Commentary: A Profession Worth Respecting When Done Well

By on May 3, 2021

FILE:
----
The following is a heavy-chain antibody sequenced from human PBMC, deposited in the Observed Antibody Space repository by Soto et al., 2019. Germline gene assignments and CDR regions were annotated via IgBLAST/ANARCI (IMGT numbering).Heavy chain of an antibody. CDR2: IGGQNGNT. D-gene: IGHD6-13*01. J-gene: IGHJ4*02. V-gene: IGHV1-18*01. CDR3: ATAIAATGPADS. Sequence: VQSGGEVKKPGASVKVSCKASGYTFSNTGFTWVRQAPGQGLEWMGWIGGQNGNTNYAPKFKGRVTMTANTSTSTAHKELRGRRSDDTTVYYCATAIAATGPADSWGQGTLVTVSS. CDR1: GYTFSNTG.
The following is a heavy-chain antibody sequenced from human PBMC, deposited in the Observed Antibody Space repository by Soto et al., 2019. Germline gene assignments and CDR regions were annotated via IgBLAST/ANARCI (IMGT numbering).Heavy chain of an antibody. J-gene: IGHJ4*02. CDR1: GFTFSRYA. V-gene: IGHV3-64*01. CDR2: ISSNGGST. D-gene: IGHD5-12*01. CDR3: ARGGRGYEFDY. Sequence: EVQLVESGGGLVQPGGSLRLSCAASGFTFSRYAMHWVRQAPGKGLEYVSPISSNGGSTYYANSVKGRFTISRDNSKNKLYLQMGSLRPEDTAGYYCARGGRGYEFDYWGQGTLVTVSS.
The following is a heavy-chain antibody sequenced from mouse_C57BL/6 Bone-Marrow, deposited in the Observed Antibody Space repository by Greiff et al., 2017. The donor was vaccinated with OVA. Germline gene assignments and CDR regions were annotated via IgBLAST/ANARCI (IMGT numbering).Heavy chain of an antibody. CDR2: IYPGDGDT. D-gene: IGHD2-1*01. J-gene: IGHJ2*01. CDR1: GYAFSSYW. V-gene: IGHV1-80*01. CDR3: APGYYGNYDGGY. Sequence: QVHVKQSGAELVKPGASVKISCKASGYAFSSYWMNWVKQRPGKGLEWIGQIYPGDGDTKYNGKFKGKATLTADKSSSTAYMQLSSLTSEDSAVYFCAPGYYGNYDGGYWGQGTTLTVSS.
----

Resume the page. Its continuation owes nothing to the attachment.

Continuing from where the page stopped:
first_imgGov. Eric Holcomb discusses the plans for improvement that DCS will undergo.Photo by Brynna Sentel, TheStatehouseFile.com Commentary: A Profession Worth Respecting When Done WellJuly 6, 2020  Posted by: jlkrull59By John KrullTheStatehouseFile.comINDIANAPOLIS – Indiana Gov. Eric Holcomb wisely tapped the brakes just before the July 4 holiday weekend on the state’s plans to reopen during the raging coronavirus pandemic. John Krull, publisher, TheStatehouseFile.com“More than recognizing it, we have to accept the fact that this virus is on the prowl, and it’s moving, even within our borders,” Holcomb said in announcing the slowdown. “And we are living on virus time.”Originally, Indiana was supposed to loosen things up considerably on July 4 and move to Stage 5 of a planned reopening. Bars, restaurants, and entertainment venues could have started doing more business.Instead, the state will continue operating on a restricted basis.Holcomb called the move Stage 4.5 – to suggest that Indiana still was moving forward, just a little more slowly and cautiously.Skeptics pounced on that bit of branding to say that, even when he was doing the right thing, Holcomb had to play politics.Well, yeah.And that’s all right.One thing we all should hope comes out of this current crisis is a renewed appreciation for the skills that comprise strong political leadership.Among America’s defining myths is a belief that is egalitarian in spirit. It is an article of faith that asserts that, because everyone has – or should have – equal rights and opportunities, everyone is equal, as if human beings were interchangeable parts in the complicated machinery of self-government.For much of our history, we articulated this notion by saying that, in America, any boy could grow up to be president.Now, as our understanding of liberty and its blessings has expanded to meet the promises offered by our founding documents, we say, in America, anyone can grow up to be president.That’s not true, of course.Even as we seem to be tearing down some walls that kept a high political office in this nation as a preserve reserved for white males alone, many barricades still exist. The chances that, particularly in this era of free-flowing and dark money, a candidate at even a statewide level who does not have access to both abundant sums of cash and quality education can achieve success are between none and nonexistent.Such barriers are not just.But some others are.Because the fact is that not just anyone can be a successful political leader. To be a good governor or a good legislator or – certainly – a good president requires a rare set of skills.We’re seeing that now.One of the arguments Donald Trump and his partisans advanced for making him the president was that he would run government “like a business.”That idea was flawed in several ways, not the least of which involved the question of whether Trump ever was a good businessman. His track record – multiple bankruptcies and a long history of litigation – suggests the answer would be no.But the more fundamental problem with that argument is that government isn’t, never has been and shouldn’t be a business.For instance, the government’s primary purpose isn’t to turn a profit for its shareholders and stakeholders, but instead to protect and advance the interests of the citizens it serves.All the citizens.That means, among other things, that government can’t – or shouldn’t – disregard the concerns of any group of citizens on a consistent basis. It isn’t – or shouldn’t be – allowed to write people off.Businesses don’t have to operate that way. Businesspeople can decide that it isn’t cost-effective to serve one portion of their market and shut down operations designed to provide that service.This is not to disparage businesspeople.It takes great skill to be a good business leader.But it also takes great skill to be a good political leader.And they aren’t the same skills.We tend to venerate the successful business leader while disparaging the good politician.But we shouldn’t.These past few years should give fresh appreciation for the skills – for conciliation, for balancing disparate interests, for keeping everyone at the table, for finessing difficult situations, for leading while serving – a successful politician must-have.So, yes, Gov. Eric Holcomb played politics in announcing a delay in Indiana’s reopening.Good for him.FOOTNOTE: John Krull is director of Franklin College’s Pulliam School of Journalism and publisher of TheStatehouseFile.com, a news website powered by Franklin College journalism students.Print Friendly, PDF & EmailFacebookTwitterCopy LinkEmailSharelast_img read more